I also appreciate the full circle ties to 'First Blood.' Rambo attempts to rid himself of violence by burning his transgressions, by throwing away The Knife. But much like Col. Trautman said some 28 years ago, Rambo won’t ever be happy until he comes to terms with who he is. In accepting himself, Rambo's final act of violence sets him free and allows him to go home. As the cliché goes, it's not Shakespeare or high drama, but Stallone and his filmmaking team made smart choices, and passionately succeeded in capping off a character journey alongside hard hitting and kinetic thrills.
Overall, no franchise is perfect, but in the era of reboots and remakes, 'Rambo -Extended Cut' is an exciting ride, where audiences can escape for a few hours into a world in which bad guys not only lose, but are fully decimated by a 50 caliber machine gun. Suck it, terrorists!
For the technical portions of this review, I’m in full agreement with Peter's video and audio reviews. As Deleted Scenes of the previous Blu-ray release, the new material was subpar high definition and in stereo sound. For the Extended Cut, all new material intercuts seamlessly from both a video and an audio perspective. As an example, there is an early scene on Rambo's boat, shot at night during the rain, which looks and sounds fantastic. For the rest, let's go to Peter's review:
Lionsgate offers 'Rambo' in 1080p/AVC MPEG-4 video (at 2.35:1), and this presentation is quite excellent. It's detailed, lush, and often demo-worthy material.
The source is predictably pristine for a new release, with rich blacks and robust contrast. Some scenes go a tad overboard on the stylization with bright whites, but it certainly gives the image pop. Colors are somewhat muted to give an intentionally gritty look, but the palette is consistent and stable. There is a bit of grain, but otherwise the image is very detailed and quite three-dimensional. Drawbacks include night scenes that can be a tad dark (lessening shadow delineation a notch below the ideal). There are a also few moments of apparent posterization and noise (usually on long wide shots and slow dissolves), but all in all, 'Rambo' looks great.
Peter still: 'Rambo' gets a full-blown DTS-HD Lossless Master Audio 7.1 Surround track (48kHz/24-bit), and it's fantastic. [Peter] may have found most of the violence in 'Rambo' extremely off-putting, but it sure sounds great.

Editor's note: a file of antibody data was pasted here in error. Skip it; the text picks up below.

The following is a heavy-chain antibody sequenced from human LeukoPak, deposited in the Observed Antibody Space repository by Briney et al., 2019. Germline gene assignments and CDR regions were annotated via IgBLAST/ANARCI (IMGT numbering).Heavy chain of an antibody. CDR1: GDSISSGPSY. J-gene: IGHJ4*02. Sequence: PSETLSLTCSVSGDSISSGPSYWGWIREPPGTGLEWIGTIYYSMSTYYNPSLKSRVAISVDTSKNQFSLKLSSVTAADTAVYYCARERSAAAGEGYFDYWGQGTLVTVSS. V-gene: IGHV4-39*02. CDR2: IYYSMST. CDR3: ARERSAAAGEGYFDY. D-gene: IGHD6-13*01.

The power of the track's dynamics are immediately apparent. Low bass is often a stunner, with the subwoofer actively engaged throughout. Gunfire, explosions and the score pound consistently and aggressively, with clear differentiation between highs and lows. Dialogue (if you can call it that) is not overwhelmed by all of the din and is well-rooted in the center channel.
Surround implementation is also a pleasure, with the 7.1 spread offering a wonderfully immersive experience. The rear soundfield is so seamless I could rarely locate specific sounds -- it simply feels as if sound is all around you. Front to back pans are also transparent. Score bleed is similarly impressive. 'Rambo' is certainly a demo-worthy soundtrack.
Unlike the theatrical release of 'Rambo,' this 'John Rambo' drops every previous special feature available. There are no commentaries, no high-def featurettes, no trailers. But, there is a feature-length documentary.
It’s a real bummer this 'Extended Cut' and the new documentary aren't available on the improperly titled 'Complete Collector’s Set.' This certainly seems like a slap in the face (a quintuple dip?) for fans and collectors alike, making the decision very hard as to what to do and what to buy. Apparently it wasn't some Lionsgate F-U/grab for money, but rather, Stallone initially didn't want to re-cut the movie, then changed his mind too late for the Extended Cut to be included in the incomplete "complete set."
It's a shame, because the true (perhaps coming in a few years) Complete Collector's Set should include both versions of the final film. That being said, here's the key difference between 'Rambo' and 'John Rambo': the extended footage can all be seen as Deleted Scenes on the theatrical cut, here they are integrated into the film. They are mainly comprised of character moments. The Extended Cut isn’t necessarily that different as a film. For my money, it wasn’t leagues better, nor did the extra slow scenes in the first act kill the pacing.
I initially wanted to suggest that fans and collectors purchase the Trilogy Boxed Set and the Extended Cut, though as it turns out, the Extended Cut drops most of the special features from the stand alone Rambo / the disc featured in the Complete Collection. As such, here are a few options:
Fans / serious collectors who already own the trilogy boxed set and possibly the original 'Rambo' release: you will want 'Rambo – The Extended Cut' for the director's video diary. If you don’t own any 'Rambo' films, I would personally purchase the 'Complete Collector's Set' and RENT 'Rambo – The Extended Cut' as I prefer Rambo’s theatrical cut to the extended one, and while the brand new documentary on 'Rambo – The Extended Cut' is great, I don’t really see anyone but die hard fans watching it over and over again.
Bottom line, this is a head-scratcher of a double dip. The new cut isn't a wholly different film experience, but the director’s video diary will put you on that set in a detailed way. Of course, as of now this edition is going for less than $10 on Amazon, so it may be worth a purchase, especially for fans. Plenty to think about, Rambo fans!
Portions of this review also appear in our coverage of Dunkirk on Blu-ray. This post features unique Vital Disc Stats, Video, and Final Thoughts sections.